10. Honor Your Health with Gentle Nutrition: And finally, we get to nutrition – gently. I love that this is the last principle of Intuitive Eating, and that the word “gentle” is tacked on to it. Not that nutrition isn’t important for health – it is extremely important – but, often times, aiming for nutritious eating can lead you down the path of dieting and disconnection from your body. Use your knowledge of nutrition to make food choices that honor your health and taste buds while leaving you connected to your body and feeling good.



*Resch, Elyse, and Evelyn Tribole. Intuitive Eating. New York, NY: St. Martin’s Press, 1995.

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How To Cultivate And Keep A Winning Mindset http://www.danceadvantage.net/winning-mindset/?utm_source=rss&utm_medium=rss&utm_campaign=winning-mindset http://www.danceadvantage.net/winning-mindset/#respond Mon, 28 Mar 2016 16:52:56 +0000 http://www.danceadvantage.net/?p=43370 A dancer’s most important tool is a winning mindset. Here's how to develop a positive mental attitude so that you're at your best every time.]]>


Your big moment has arrived; you step inside the studio for the biggest audition of your life… you’re warmed up and ready…

if only you could make your hands stop shaking and remember how to breathe.

Make no mistake, going for your dreams requires bravery– lots of it– whether you’re attending a cattle call audition, making a video to wow that top dance company in Europe, or picking up the phone to ask if you can take company class. Stepping out of your comfort zone can feel like taking a leap off into the dark. Whether you realize it or not, your thoughts and attitude make the critical difference between failing or flying.


"Champion" by Gordon is licensed CC BY-SA 2.0 [cropping, text added]
“Champion” by Gordon is licensed CC BY-SA 2.0 [cropping, text added]

Here’s how to cultivate and keep a dancer’s most important tool–a winning mindset–so you’re at your best every time.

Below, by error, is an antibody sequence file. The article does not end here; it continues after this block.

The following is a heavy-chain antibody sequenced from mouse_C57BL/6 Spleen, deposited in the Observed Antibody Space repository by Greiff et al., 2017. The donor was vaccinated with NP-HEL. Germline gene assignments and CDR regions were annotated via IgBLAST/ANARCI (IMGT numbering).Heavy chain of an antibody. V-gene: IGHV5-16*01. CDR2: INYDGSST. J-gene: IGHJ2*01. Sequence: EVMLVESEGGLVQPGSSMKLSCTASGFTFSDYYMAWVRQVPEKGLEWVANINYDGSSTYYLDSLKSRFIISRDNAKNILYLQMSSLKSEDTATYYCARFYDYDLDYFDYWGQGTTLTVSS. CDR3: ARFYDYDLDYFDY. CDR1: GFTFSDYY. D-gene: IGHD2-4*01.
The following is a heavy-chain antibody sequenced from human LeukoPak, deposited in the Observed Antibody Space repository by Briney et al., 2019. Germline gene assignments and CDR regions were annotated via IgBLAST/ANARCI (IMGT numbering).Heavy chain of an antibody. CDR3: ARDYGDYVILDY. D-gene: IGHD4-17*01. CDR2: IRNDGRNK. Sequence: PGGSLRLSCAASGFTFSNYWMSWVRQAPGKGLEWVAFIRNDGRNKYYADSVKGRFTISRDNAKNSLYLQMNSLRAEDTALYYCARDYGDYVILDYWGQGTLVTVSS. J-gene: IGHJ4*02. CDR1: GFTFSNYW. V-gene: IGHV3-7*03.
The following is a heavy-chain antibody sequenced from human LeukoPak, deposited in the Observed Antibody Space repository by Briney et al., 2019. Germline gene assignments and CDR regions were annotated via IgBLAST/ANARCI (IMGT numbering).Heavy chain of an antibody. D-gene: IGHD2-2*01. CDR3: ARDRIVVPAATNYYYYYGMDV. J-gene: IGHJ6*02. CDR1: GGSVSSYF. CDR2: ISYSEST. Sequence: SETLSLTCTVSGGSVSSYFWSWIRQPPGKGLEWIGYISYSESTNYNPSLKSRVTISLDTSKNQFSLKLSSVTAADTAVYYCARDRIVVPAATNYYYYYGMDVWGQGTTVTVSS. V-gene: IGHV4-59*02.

Clarify your vision

When you activate your imagination and visualize your success, you’re onto one of the best-kept secrets of Olympic athletes and high-level sports coaches. Visualization is the first step to creating anything, so it’s the first thing we need to implement. If you think about it, anything that exists began as an idea first, whether it’s the chair you’re sitting on, the clothes you’re wearing or the transportation you use to get around.

Take a moment to close your eyes and clarify your vision.

Consider these questions: What does it feel like to live your dream? What do you see yourself doing? Where are you? Who are you with? Sketch in the details until the vision comes alive in your mind.

Once you get a clear picture in your mind, take a few minutes each day to revisit your vision, either just before you go to sleep or first thing in the morning.


Create affirmations

To affirm something means to declare it’s true. Affirmations are positive statements you repeat to yourself in order to impress them in your mind.  They are written in the present tense, as if they are already happening, using simple language that is easy to remember and repeat. For example: I bring my best effort to all that I do.